In the end however, it’s Scáthach who has the last bitter laugh. Prior to his departure back to Ireland and Eamain Macha, she draws up her seer skills and recites the events she sees in store for him, foretelling the bloody slaughter of the Táin Bó Cuailgne. Cú Chulainn, preoccupied, pays her recitation as much attention as a blind man to the cinematic trailer of a subtitled movie.

The moment passes, nothing is learned.

I’m occasionally asked why I’ve never written a contemporary version of Cú Chulainn or An Táin, given that – in some ways – he’s far more well known to non-Irish, English-speaking audiences. The truth of it is I find it hard to write about characters I don’t particularly like. For a contemporary audience, the actions of the Iron Age Cú Chulainn are difficult to get across in a way that would remain true to the original stories. Particularly as, in many of those stories, he comes across as a violent meathead (and, to be honest, a bit of a bastard).

Just like some real life heroes, I suppose.

Pirates of Ancient Ireland

I was amused the other day to find a Russian-based pirate site offering free downloads of one of my books – “Liath Luachra: The Seeking” – the only copy of which, sits on my desktop, awaiting the last few chapters to be written.

Obviously, this was one of the many false ‘pirate’ sites that are actually scams intending to obtain a person’s credit card details.

That said, I was actually tempted to download a copy to see how it ended!

Arrrrr!!

The Rider

This is another of the images pulled from my regular weekend research of imagery – something about the mood in this image really drew me to Eve Ventrue’s ‘The Rider’ ( the image attached to this post).

I’m currently writing a chapter which involves the use of horses and was reminded of a question I occasionally get asked: Why don’t the characters in the Fionn mac Cumhaill and the Liath Luachra books ride horses?

There are several reasons for this but the most important is authenticity. Back in the 1st and 2nd century, Ireland was a very rugged land, full of dense forest, marshes and terrain that was extremely difficult to traverse. People didn’t tend to travel very far unless they had to and, a lot of the time, the journeys they took were simply too onerous for horses (because of the huge amount of clambering required).

We also have to remember that horses weren’t all that plentiful. For those communities fortunate enough to have a horse, the animals were mostly kept for critical farm work and if they were ridden, they would only have been ridden by the most important members of the tuath (tribe).

Fantasy Fiction, Irish Blood Spatter and the Online Language Colonisation Tool

The title in the image above – Camhaoir Fuilsmeartha – is the Irish title for a free, online, bilingual adventure fiction project released in January 2020. The English title  – Dark Dawn –  is one you may have come across elsewhere (it’s a bilingual Irish/English project).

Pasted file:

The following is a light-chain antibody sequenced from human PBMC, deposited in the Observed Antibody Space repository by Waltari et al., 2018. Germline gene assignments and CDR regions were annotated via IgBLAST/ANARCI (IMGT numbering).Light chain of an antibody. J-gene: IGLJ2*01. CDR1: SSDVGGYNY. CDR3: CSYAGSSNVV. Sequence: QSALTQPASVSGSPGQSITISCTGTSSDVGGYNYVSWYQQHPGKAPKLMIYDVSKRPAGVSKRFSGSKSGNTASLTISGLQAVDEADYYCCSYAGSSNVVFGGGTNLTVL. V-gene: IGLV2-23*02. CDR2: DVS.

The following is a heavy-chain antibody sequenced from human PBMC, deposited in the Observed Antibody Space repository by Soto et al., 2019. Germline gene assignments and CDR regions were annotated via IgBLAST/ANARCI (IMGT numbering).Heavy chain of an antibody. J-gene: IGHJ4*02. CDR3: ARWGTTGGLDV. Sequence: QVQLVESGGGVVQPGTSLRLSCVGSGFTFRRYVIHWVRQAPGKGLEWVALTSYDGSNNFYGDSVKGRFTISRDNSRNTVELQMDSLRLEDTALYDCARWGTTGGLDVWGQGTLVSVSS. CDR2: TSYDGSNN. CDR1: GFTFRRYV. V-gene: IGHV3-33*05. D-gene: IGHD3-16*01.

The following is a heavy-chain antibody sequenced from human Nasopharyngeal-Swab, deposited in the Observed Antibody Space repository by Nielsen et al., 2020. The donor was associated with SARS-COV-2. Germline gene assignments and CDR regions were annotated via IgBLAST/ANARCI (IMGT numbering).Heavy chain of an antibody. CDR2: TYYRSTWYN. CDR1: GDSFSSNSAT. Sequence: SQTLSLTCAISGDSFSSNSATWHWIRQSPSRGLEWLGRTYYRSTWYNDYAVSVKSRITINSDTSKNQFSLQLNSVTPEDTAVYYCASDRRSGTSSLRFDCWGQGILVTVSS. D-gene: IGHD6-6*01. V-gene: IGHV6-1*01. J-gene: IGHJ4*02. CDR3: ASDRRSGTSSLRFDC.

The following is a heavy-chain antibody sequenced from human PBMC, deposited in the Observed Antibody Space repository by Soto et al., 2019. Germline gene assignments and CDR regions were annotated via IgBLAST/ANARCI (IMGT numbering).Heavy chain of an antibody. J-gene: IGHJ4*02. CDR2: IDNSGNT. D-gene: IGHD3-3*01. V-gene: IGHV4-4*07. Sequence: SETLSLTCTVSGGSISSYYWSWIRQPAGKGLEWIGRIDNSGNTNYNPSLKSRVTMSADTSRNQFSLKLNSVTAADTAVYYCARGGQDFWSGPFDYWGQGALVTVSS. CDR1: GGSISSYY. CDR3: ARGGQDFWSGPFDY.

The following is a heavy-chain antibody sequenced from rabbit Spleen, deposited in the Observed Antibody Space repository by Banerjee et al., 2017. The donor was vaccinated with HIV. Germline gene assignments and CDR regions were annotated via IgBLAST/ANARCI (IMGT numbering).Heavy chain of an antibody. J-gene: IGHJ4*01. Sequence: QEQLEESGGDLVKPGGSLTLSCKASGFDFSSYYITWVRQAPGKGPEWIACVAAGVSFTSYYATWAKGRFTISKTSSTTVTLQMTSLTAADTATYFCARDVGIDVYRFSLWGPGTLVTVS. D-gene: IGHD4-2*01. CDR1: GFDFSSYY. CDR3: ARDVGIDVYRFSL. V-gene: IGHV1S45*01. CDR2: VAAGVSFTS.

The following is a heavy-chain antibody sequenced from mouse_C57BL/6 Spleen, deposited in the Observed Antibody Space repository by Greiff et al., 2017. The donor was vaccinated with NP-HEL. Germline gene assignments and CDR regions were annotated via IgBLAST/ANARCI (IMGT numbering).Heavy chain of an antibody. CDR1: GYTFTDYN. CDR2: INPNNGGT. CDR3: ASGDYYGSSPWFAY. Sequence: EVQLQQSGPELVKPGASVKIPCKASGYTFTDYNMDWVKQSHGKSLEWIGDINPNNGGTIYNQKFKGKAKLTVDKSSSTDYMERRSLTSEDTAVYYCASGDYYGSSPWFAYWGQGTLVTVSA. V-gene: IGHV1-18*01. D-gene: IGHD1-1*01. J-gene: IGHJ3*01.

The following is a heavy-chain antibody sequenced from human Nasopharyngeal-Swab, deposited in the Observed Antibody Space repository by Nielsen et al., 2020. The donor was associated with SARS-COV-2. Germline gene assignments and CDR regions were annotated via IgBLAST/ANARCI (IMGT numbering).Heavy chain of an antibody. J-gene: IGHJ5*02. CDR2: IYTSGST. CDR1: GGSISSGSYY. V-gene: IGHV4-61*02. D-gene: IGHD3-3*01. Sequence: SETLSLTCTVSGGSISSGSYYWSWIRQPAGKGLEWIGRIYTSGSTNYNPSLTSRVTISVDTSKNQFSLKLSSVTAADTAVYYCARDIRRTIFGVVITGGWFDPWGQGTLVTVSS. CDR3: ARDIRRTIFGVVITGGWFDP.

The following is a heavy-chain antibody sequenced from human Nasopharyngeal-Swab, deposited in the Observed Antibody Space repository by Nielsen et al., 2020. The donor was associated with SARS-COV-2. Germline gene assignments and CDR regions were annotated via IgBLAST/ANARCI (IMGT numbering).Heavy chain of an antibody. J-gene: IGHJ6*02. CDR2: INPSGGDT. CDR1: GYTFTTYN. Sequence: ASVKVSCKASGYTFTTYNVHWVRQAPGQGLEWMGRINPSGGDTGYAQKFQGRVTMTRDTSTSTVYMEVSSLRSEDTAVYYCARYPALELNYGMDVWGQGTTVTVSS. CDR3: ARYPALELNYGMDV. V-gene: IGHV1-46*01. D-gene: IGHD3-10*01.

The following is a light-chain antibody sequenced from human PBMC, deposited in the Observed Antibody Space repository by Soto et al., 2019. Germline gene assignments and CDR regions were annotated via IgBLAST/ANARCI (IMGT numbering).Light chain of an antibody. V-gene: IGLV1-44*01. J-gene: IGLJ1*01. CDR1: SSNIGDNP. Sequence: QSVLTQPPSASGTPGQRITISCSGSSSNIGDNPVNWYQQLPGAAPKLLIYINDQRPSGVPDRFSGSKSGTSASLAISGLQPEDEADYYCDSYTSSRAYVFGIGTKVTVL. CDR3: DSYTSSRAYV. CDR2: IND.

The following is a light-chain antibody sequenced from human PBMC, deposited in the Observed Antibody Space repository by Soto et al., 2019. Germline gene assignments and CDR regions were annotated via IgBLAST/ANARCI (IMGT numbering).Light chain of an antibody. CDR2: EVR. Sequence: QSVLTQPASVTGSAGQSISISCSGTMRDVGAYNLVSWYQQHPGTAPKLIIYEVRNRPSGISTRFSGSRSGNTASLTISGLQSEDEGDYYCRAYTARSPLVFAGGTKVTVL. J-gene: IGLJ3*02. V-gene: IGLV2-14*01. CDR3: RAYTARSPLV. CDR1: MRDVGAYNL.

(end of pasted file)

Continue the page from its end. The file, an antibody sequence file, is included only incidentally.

As with all languages, translation often doesn’t work the way you’d expect and Irish is no exception. As a literal translation, ‘Dark Dawn’ just doesn’t work particularly well in Irish. That’s probably because it doesn’t have the same cultural connotation in English (at least, not in my head). Rather than resorting to béarlachas (the word we use where an Irish language or cultural concept is forced into an English structural form or word pattern), I’ve therefore used a different translation instead.

Literally, ‘Camhaoir Fuilsmeartha’ means ‘Bloodspattered Dawn’.  The meaning is slightly different from the English title but, more importantly, the connotation is correct, from a cultural perspective it’s far more apt and it still captures the theme of the story (a dark, action-adventure tale set in the Fenian Cycle).

Because I work in Irish mythology, a lot of my books tend to end up in the ‘Fantasy’ genre where I see a lot of writers (particularly, the Celtic Fantasy genre authors) use Irish terms to try and give their books a bit of (cough!) ‘cultural integrity’. The main problem I come across is where such authors use Google Translate for various terms in their books and the results are often disastrously hilarious. At it’s best, this tool is really a kind of  ‘béarlachas machine’: with Irish, it translates everything literally and therefore gets at least 80% of it’s translations technically correct but culturally and socially wrong.

At its worst,  you could say that Google Translate is like a global colonisation tool where any foreign concept from a different language/culture is sanitized to a ‘nice’, English-comprehensible equivalent.

Even where the original concept is left behind  and rendered meaningless.

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Note:

Camhaoir Fuilsmeartha’/ ‘Dark Dawn’ remains FREE online. You can find it here: IRISH ADVENTURE